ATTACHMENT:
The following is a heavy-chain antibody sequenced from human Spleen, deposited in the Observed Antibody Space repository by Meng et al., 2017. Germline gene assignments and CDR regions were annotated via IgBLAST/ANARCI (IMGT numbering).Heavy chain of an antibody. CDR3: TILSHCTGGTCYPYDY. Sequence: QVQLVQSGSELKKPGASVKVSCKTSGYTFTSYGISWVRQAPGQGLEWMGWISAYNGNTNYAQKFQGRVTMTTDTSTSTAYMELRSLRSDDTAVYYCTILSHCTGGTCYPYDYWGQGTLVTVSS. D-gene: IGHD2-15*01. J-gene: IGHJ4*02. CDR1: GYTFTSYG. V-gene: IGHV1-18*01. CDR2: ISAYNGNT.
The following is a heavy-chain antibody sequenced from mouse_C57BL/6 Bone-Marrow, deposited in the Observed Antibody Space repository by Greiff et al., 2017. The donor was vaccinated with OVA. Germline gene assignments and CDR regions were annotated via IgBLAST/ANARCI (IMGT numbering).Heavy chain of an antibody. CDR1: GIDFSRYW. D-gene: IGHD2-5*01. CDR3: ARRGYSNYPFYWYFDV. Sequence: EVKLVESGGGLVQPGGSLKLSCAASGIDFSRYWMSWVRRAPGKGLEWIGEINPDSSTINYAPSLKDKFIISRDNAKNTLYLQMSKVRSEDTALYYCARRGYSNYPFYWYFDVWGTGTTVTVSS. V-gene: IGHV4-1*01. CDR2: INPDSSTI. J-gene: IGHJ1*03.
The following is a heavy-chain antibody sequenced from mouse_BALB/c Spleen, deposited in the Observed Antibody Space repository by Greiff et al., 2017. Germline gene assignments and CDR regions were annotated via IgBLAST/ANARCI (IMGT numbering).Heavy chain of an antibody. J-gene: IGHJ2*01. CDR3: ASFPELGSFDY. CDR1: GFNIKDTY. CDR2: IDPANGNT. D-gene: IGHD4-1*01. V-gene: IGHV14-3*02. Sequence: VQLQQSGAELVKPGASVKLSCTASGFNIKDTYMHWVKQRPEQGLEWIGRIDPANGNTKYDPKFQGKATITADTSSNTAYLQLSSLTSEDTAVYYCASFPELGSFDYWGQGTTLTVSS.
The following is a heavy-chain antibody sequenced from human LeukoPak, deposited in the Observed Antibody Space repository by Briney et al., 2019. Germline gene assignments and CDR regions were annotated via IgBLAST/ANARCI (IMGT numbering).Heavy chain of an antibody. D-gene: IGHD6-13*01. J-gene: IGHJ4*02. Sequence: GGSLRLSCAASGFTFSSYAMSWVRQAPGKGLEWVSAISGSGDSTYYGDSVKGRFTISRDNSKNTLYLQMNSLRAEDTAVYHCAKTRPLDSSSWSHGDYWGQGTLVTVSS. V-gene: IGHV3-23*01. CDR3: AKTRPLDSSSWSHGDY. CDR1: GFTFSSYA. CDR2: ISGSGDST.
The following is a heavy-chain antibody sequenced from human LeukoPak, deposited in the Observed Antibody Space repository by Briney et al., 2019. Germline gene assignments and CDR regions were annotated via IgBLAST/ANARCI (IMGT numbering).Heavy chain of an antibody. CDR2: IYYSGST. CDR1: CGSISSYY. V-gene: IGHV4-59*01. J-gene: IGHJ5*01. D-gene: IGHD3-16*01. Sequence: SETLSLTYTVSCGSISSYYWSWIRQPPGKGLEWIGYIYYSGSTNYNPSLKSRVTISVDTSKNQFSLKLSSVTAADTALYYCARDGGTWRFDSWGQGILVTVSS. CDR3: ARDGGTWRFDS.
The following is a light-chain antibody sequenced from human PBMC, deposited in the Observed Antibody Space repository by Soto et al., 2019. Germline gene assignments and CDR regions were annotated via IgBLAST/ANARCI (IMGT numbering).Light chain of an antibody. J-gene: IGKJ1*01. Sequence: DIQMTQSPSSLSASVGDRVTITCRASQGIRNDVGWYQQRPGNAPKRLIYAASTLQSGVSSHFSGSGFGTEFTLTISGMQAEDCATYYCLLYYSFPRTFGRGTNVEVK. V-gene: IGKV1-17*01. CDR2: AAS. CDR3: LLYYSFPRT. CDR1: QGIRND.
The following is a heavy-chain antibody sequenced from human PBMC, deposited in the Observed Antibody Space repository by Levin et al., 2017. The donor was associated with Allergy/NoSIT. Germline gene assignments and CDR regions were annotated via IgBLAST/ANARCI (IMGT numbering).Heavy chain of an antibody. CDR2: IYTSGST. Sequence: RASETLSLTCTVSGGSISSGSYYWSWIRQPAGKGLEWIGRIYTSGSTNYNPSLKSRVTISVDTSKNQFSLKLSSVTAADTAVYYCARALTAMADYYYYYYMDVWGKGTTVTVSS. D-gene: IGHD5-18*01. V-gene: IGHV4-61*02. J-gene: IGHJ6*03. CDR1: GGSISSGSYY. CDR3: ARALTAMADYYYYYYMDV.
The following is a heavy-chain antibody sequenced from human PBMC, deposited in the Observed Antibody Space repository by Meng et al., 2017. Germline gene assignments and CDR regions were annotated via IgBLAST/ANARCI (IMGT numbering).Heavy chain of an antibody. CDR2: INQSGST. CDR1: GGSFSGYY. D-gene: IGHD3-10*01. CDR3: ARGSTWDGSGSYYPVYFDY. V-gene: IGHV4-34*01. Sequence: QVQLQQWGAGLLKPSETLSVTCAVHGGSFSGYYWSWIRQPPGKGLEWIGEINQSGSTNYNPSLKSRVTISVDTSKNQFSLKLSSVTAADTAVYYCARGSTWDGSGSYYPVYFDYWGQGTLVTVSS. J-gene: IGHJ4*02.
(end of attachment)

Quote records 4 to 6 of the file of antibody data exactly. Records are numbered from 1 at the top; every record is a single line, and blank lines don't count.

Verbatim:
The following is a heavy-chain antibody sequenced from human LeukoPak, deposited in the Observed Antibody Space repository by Briney et al., 2019. Germline gene assignments and CDR regions were annotated via IgBLAST/ANARCI (IMGT numbering).Heavy chain of an antibody. D-gene: IGHD6-13*01. J-gene: IGHJ4*02. Sequence: GGSLRLSCAASGFTFSSYAMSWVRQAPGKGLEWVSAISGSGDSTYYGDSVKGRFTISRDNSKNTLYLQMNSLRAEDTAVYHCAKTRPLDSSSWSHGDYWGQGTLVTVSS. V-gene: IGHV3-23*01. CDR3: AKTRPLDSSSWSHGDY. CDR1: GFTFSSYA. CDR2: ISGSGDST.
The following is a heavy-chain antibody sequenced from human LeukoPak, deposited in the Observed Antibody Space repository by Briney et al., 2019. Germline gene assignments and CDR regions were annotated via IgBLAST/ANARCI (IMGT numbering).Heavy chain of an antibody. CDR2: IYYSGST. CDR1: CGSISSYY. V-gene: IGHV4-59*01. J-gene: IGHJ5*01. D-gene: IGHD3-16*01. Sequence: SETLSLTYTVSCGSISSYYWSWIRQPPGKGLEWIGYIYYSGSTNYNPSLKSRVTISVDTSKNQFSLKLSSVTAADTALYYCARDGGTWRFDSWGQGILVTVSS. CDR3: ARDGGTWRFDS.
The following is a light-chain antibody sequenced from human PBMC, deposited in the Observed Antibody Space repository by Soto et al., 2019. Germline gene assignments and CDR regions were annotated via IgBLAST/ANARCI (IMGT numbering).Light chain of an antibody. J-gene: IGKJ1*01. Sequence: DIQMTQSPSSLSASVGDRVTITCRASQGIRNDVGWYQQRPGNAPKRLIYAASTLQSGVSSHFSGSGFGTEFTLTISGMQAEDCATYYCLLYYSFPRTFGRGTNVEVK. V-gene: IGKV1-17*01. CDR2: AAS. CDR3: LLYYSFPRT. CDR1: QGIRND.